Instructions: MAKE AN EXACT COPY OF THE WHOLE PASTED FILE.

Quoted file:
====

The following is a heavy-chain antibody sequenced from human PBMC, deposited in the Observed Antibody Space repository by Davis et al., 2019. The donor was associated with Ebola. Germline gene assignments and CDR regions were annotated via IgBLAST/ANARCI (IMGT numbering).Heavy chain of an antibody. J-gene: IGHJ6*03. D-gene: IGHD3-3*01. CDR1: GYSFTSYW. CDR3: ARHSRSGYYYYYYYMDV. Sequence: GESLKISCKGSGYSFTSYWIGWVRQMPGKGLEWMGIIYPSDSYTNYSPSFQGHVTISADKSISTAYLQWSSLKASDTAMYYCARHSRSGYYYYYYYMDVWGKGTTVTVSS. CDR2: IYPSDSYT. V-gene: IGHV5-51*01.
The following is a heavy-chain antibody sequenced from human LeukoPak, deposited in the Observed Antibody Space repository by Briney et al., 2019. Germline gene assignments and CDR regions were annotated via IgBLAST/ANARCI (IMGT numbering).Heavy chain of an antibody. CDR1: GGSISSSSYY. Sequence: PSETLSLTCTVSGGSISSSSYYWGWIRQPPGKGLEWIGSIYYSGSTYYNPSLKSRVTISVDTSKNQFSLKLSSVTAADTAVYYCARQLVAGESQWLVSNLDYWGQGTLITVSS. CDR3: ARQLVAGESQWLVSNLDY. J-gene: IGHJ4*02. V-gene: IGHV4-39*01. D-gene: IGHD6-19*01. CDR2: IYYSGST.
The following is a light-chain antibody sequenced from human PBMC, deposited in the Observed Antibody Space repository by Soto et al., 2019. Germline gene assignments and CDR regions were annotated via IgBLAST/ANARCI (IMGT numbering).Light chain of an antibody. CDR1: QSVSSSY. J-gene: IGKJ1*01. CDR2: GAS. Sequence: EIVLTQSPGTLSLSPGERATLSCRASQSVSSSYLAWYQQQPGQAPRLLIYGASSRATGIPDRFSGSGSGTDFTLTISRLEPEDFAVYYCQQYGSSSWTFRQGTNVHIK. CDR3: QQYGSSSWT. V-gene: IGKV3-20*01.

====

The following is a heavy-chain antibody sequenced from human PBMC, deposited in the Observed Antibody Space repository by Davis et al., 2019. The donor was associated with Ebola. Germline gene assignments and CDR regions were annotated via IgBLAST/ANARCI (IMGT numbering).Heavy chain of an antibody. J-gene: IGHJ6*03. D-gene: IGHD3-3*01. CDR1: GYSFTSYW. CDR3: ARHSRSGYYYYYYYMDV. Sequence: GESLKISCKGSGYSFTSYWIGWVRQMPGKGLEWMGIIYPSDSYTNYSPSFQGHVTISADKSISTAYLQWSSLKASDTAMYYCARHSRSGYYYYYYYMDVWGKGTTVTVSS. CDR2: IYPSDSYT. V-gene: IGHV5-51*01.
The following is a heavy-chain antibody sequenced from human LeukoPak, deposited in the Observed Antibody Space repository by Briney et al., 2019. Germline gene assignments and CDR regions were annotated via IgBLAST/ANARCI (IMGT numbering).Heavy chain of an antibody. CDR1: GGSISSSSYY. Sequence: PSETLSLTCTVSGGSISSSSYYWGWIRQPPGKGLEWIGSIYYSGSTYYNPSLKSRVTISVDTSKNQFSLKLSSVTAADTAVYYCARQLVAGESQWLVSNLDYWGQGTLITVSS. CDR3: ARQLVAGESQWLVSNLDY. J-gene: IGHJ4*02. V-gene: IGHV4-39*01. D-gene: IGHD6-19*01. CDR2: IYYSGST.
The following is a light-chain antibody sequenced from human PBMC, deposited in the Observed Antibody Space repository by Soto et al., 2019. Germline gene assignments and CDR regions were annotated via IgBLAST/ANARCI (IMGT numbering).Light chain of an antibody. CDR1: QSVSSSY. J-gene: IGKJ1*01. CDR2: GAS. Sequence: EIVLTQSPGTLSLSPGERATLSCRASQSVSSSYLAWYQQQPGQAPRLLIYGASSRATGIPDRFSGSGSGTDFTLTISRLEPEDFAVYYCQQYGSSSWTFRQGTNVHIK. CDR3: QQYGSSSWT. V-gene: IGKV3-20*01.